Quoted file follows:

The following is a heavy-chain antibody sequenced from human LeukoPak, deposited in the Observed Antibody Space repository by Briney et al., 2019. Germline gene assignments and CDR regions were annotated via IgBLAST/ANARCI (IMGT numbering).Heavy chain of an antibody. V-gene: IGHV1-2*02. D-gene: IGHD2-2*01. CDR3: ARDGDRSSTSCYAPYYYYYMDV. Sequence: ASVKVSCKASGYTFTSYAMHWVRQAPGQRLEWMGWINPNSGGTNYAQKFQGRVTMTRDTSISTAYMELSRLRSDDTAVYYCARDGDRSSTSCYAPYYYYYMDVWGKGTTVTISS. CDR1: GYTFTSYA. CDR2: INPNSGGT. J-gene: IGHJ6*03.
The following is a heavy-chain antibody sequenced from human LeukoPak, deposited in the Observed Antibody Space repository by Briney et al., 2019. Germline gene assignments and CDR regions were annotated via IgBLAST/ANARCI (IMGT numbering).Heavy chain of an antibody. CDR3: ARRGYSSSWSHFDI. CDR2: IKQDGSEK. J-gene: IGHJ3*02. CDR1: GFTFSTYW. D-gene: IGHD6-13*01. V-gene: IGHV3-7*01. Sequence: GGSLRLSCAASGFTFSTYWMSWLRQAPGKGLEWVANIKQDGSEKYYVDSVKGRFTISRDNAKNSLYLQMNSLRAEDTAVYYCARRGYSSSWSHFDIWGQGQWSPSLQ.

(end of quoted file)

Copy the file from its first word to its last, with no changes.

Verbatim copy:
The following is a heavy-chain antibody sequenced from human LeukoPak, deposited in the Observed Antibody Space repository by Briney et al., 2019. Germline gene assignments and CDR regions were annotated via IgBLAST/ANARCI (IMGT numbering).Heavy chain of an antibody. V-gene: IGHV1-2*02. D-gene: IGHD2-2*01. CDR3: ARDGDRSSTSCYAPYYYYYMDV. Sequence: ASVKVSCKASGYTFTSYAMHWVRQAPGQRLEWMGWINPNSGGTNYAQKFQGRVTMTRDTSISTAYMELSRLRSDDTAVYYCARDGDRSSTSCYAPYYYYYMDVWGKGTTVTISS. CDR1: GYTFTSYA. CDR2: INPNSGGT. J-gene: IGHJ6*03.
The following is a heavy-chain antibody sequenced from human LeukoPak, deposited in the Observed Antibody Space repository by Briney et al., 2019. Germline gene assignments and CDR regions were annotated via IgBLAST/ANARCI (IMGT numbering).Heavy chain of an antibody. CDR3: ARRGYSSSWSHFDI. CDR2: IKQDGSEK. J-gene: IGHJ3*02. CDR1: GFTFSTYW. D-gene: IGHD6-13*01. V-gene: IGHV3-7*01. Sequence: GGSLRLSCAASGFTFSTYWMSWLRQAPGKGLEWVANIKQDGSEKYYVDSVKGRFTISRDNAKNSLYLQMNSLRAEDTAVYYCARRGYSSSWSHFDIWGQGQWSPSLQ.